storm over everestA David Breashears Film

Doug Pierson

Doug PiersonAge: 37

Home: Seattle, Wash.

Education:
M.B.A. The College of William & Mary
B.A. Ohio Wesleyan University

Career and Hobbies: Previously with IBM Global Business Services
Left in December to train full-time for Everest summit attempt.

U.S. Marine Corps Reserve- Lieutenant Colonel
Two tours in Iraq in support of Operation Iraqi Freedom.

Deep-water scuba certified Divemaster

Oil painter and photographer

Sigma Chi Fraternity

"Renaissance Man" according to family and friends

Climbing Experience Highlights:
Seattle Mountain Rescue
Mount Whitney (three times)
Mount McKinley/Denali
San Gorgonio
San Jacinto
Mount Rainier (three times per year)
Mount Fuji (two winter ascents)
Mount Olympus (30-hour speed climb)
Mount Baker
Mount Adams (five times)
Mount Saint Helens
Mount Hood (four times)

Mountain Madness LogoDoug is climbing this year with Mountain Madness. Our thanks for their help making this blog possible.


In the lead-up to the May broadcast of Storm Over Everest, FRONTLINE takes you to Nepal to follow climber Doug Pierson on his first attempt to summit Everest. Pierson's journey will take him on the same route climbed by the teams caught in the 1996 storm.

Doug's May 21st Post -- Descent from the Summit
By Doug Pierson on June 2, 2008 10:13 AM | Comments (0)
We take pictures, smile, high-five and celebrate.  In addition to us all making the top, our small team has a much higher success rate than much larger teams.  

Then it's time to go, and picture time is behind us.  What Willie tells us later is that he and another guide have stationed a Sherpa at the South Summit with a radio.  As the mobs of climbers are ascending higher and higher, they know what sort of window we have before the Hillary Step turns into a massive traffic jam.  So, we head down.  Slowly, slowly.  As we approached the Hillary Step, the numbers started arriving and at one point Willie threw some old ropes apart and found a mini notch, right on the step itself.  If you could call it a cave then great, but it was just the right size for two people and Francisco and I found ourselves huddled in this little cave for about 15 minutes while we watched climber after climber pop his head up and look at us with a surprised look when they saw us sitting there. 

doug_nearing_hillary_step.jpgFinally, we saw an opening and took it -- hand over handing down the step, onto the SE Ridge and painstakingly across the narrow footholds with nothing between us and Camp Two but air.  All four of us thought about how great it would be to have a parachute to get to Camp Two from there instead of have to go through everything we would have to in order to get back down there.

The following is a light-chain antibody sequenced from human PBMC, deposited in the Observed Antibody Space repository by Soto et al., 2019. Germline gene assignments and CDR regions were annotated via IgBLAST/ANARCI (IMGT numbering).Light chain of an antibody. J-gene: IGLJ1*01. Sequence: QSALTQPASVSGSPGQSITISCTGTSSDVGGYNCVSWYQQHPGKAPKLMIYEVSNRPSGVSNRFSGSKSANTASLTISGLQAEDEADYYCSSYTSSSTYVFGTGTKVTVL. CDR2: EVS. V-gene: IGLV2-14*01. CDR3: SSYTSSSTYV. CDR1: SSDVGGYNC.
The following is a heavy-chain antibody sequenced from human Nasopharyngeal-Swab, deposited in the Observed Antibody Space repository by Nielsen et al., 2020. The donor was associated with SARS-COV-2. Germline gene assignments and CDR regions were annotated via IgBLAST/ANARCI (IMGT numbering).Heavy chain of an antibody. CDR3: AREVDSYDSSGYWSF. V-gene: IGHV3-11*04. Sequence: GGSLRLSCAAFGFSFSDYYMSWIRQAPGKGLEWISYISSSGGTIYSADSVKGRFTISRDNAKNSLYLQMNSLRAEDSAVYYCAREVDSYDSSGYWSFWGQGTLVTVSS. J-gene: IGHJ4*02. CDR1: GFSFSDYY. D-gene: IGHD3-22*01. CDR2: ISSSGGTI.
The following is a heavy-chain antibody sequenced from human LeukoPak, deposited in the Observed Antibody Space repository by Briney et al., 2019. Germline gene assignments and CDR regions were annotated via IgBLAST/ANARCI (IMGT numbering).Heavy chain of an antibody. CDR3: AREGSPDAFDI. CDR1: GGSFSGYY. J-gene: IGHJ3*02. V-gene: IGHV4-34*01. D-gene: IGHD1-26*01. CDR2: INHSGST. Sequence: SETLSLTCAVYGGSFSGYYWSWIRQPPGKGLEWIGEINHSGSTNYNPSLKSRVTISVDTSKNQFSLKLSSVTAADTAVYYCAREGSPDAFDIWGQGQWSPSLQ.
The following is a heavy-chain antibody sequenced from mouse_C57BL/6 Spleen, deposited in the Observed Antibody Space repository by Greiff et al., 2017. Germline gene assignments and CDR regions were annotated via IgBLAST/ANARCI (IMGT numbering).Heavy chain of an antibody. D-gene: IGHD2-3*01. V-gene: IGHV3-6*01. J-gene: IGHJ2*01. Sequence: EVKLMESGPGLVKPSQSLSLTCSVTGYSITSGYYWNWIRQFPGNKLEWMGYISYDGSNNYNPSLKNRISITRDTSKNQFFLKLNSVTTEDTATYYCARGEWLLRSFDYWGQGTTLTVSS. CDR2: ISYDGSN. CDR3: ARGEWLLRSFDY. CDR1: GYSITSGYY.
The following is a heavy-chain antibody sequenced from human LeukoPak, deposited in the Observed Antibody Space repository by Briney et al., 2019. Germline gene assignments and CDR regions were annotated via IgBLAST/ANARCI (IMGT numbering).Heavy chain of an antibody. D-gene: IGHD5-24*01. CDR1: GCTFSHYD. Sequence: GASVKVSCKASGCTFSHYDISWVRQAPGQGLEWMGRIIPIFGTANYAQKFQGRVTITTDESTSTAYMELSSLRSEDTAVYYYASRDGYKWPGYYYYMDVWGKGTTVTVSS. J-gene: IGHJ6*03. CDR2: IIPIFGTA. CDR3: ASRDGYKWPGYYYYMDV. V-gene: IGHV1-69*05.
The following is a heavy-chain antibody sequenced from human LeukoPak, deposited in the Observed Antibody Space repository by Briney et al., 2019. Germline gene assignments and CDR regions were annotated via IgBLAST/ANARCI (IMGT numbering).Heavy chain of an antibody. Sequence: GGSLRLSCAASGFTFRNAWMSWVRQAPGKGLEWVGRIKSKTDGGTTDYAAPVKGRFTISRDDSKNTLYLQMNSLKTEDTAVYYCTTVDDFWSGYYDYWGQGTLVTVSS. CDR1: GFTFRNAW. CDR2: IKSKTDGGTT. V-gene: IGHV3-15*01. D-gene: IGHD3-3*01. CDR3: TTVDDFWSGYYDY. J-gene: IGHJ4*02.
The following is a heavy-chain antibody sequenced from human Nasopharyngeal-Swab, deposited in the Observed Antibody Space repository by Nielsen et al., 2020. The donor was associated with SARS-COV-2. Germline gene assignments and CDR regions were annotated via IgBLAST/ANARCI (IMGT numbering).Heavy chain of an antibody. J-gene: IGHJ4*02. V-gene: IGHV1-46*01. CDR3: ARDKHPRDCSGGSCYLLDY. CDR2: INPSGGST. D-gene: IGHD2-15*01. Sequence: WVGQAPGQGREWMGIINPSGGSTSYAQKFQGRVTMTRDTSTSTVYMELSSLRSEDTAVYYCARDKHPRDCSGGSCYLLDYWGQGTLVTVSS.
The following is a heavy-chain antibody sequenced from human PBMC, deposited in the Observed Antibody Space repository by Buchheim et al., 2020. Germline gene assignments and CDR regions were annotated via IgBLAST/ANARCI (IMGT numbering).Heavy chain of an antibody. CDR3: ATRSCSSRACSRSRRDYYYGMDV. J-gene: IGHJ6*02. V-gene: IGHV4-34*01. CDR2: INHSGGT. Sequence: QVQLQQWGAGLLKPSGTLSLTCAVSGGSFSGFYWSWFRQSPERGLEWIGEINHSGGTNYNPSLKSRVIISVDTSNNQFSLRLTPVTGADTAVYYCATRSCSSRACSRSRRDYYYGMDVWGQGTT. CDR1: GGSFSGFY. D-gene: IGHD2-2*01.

view_summit_ridge_s_summit.jpgFinally we gain the South Summit, passing a Swiss climber without oxygen who looks literally blue. From the South Summit, the sun is now in full strength and climbers are arriving in large numbers -- many who look happy to be there, although not trapped in the snail pace queue that has developed.  Many who should not be there -- well above either their climbing capabilities or physical limitations.  Snow blindness will become an issue today for several people, and several others that need even more extreme medical attention.  Thank two groups for this:  the Chinese, for forcing Nepal under a photo op to keep climbers from properly acclimatizing, and the climbers themselves, for developing "Summit Fever" and ignoring either their own bodies or those around them when ignoring warning signs.

south_summit_view.jpg From the South Summit, it's a long, long way down to Camp Four, and we begin our slow and deliberate down climb.  

By the time we make the Balcony, we are tired, hot, and our feet are on fire.  But we make the slow, steady progress that allows us to take a breather here for a few minutes before continuing on.  Ahh.

From the Balcony, we descend down through the rocky, icy scree above the triangle face.  The team continues on, down, down, down until making the ice shelf, where we are met by Danuru!  He showed up with juice and oxygen for us, which was a super-amazing effort, and we were all so glad to see him.  I think by the time I walked up to him I had so little energy that I just plopped down in the snow and imitated a rag doll. But having something to drink and relax after a long night and morning with one of our own was rewarding and gave us the energy to make the final push down to camp where we were still hours ahead of other teams who had made their attempts last night.
 
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Chilling out in our tent, Tendi and I fell asleep in minutes and stayed that way for most of the afternoon.  Danuru checked in from time to time to see if we needed anything but for the most part we just needed sleep, and our tent was the perfect home away from home. 

As for the whole team?  Tomorrow we make for Camp Two at a minimum.  But for now?  Time to relax and relish what we accomplished today, a day that 20 or 30 years from now we will be able to look back and tell stories about.  And, it reminds me of that quote from Mara, the Jagged Globe Guide who said, "You don't just go climb Everest.  You earn it."

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